Cultural models of individualism and collectivism in a context of development : self-efficacy versus interdependency in rural senegal
Gleason, Mikell Ritchey
MetadataShow full item record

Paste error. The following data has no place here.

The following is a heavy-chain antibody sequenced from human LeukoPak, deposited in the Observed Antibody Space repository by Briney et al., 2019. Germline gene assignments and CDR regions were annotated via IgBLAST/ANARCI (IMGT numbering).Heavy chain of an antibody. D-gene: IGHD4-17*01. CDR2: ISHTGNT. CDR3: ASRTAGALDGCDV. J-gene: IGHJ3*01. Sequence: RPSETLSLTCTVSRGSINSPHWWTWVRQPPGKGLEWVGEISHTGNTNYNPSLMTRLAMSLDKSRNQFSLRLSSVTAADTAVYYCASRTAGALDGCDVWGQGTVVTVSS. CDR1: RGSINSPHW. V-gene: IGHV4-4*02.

In this dissertation I discuss the concept of cultural models of individualism and collectivism as they apply to development. The work is anthropological in that it focuses on understanding the evolution of cultural models that influence actual behaviors. I first discuss what cultural models are and how they work, and then continue with a discussion of how cultural models may be gleaned from analyses of key words and themes used in talking about specific domains, such as development. I argue that lack of understanding about the different motivational forces imbued in different cultural models, such as individualism and collectivism, serves as a barrier to development programs as it is defined in the dominant modernization paradigm. Using various methodological tools, including interviewing and a photography exercise, in conjunction with intensive participant observation, I show that the collectivist world-view in rural Senegal is more socially interdependent than independent. Thus, it is also more likely to be motivated by opportunities to help and be helped by other people in their social networks. Most development activities, however, assume that all people are motivated by the desire to control their own destinies and to excel for internal reasons. The resulting development project failures often leave both developer and developee uncertain about what happened and blaming each other for the failure. I conclude with a discussion of the current most popular development activity, microfinance, a tool emphasizing self-efficacy and economic growth. In a collectivist context the tool is often used in ways unforeseen by the development planners. These unforeseen developments only reinforce the need for cultural model analyses to help bridge the information gaps between the planners and the people on the ground. However, I also conclude that a truly participatory approach to development will require a significant shift in the dominant development model to allow for the validation of other worldviews as equally rational.